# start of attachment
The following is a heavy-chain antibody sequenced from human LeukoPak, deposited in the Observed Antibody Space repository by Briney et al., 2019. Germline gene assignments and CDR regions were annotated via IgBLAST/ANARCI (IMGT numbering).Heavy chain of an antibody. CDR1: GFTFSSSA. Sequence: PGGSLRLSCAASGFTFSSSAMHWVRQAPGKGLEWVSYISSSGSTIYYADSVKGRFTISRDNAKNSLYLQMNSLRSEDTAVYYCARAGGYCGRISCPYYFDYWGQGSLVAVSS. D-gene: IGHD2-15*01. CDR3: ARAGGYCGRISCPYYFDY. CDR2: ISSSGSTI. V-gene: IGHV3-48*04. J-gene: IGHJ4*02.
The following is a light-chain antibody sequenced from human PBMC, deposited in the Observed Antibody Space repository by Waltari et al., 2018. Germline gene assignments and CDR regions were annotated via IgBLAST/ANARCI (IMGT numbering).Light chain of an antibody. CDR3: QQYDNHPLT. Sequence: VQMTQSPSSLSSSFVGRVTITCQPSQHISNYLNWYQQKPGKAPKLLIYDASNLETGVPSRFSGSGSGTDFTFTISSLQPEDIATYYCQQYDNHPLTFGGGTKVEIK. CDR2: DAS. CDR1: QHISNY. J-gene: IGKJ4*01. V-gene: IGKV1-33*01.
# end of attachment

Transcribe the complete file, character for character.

The following is a heavy-chain antibody sequenced from human LeukoPak, deposited in the Observed Antibody Space repository by Briney et al., 2019. Germline gene assignments and CDR regions were annotated via IgBLAST/ANARCI (IMGT numbering).Heavy chain of an antibody. CDR1: GFTFSSSA. Sequence: PGGSLRLSCAASGFTFSSSAMHWVRQAPGKGLEWVSYISSSGSTIYYADSVKGRFTISRDNAKNSLYLQMNSLRSEDTAVYYCARAGGYCGRISCPYYFDYWGQGSLVAVSS. D-gene: IGHD2-15*01. CDR3: ARAGGYCGRISCPYYFDY. CDR2: ISSSGSTI. V-gene: IGHV3-48*04. J-gene: IGHJ4*02.
The following is a light-chain antibody sequenced from human PBMC, deposited in the Observed Antibody Space repository by Waltari et al., 2018. Germline gene assignments and CDR regions were annotated via IgBLAST/ANARCI (IMGT numbering).Light chain of an antibody. CDR3: QQYDNHPLT. Sequence: VQMTQSPSSLSSSFVGRVTITCQPSQHISNYLNWYQQKPGKAPKLLIYDASNLETGVPSRFSGSGSGTDFTFTISSLQPEDIATYYCQQYDNHPLTFGGGTKVEIK. CDR2: DAS. CDR1: QHISNY. J-gene: IGKJ4*01. V-gene: IGKV1-33*01.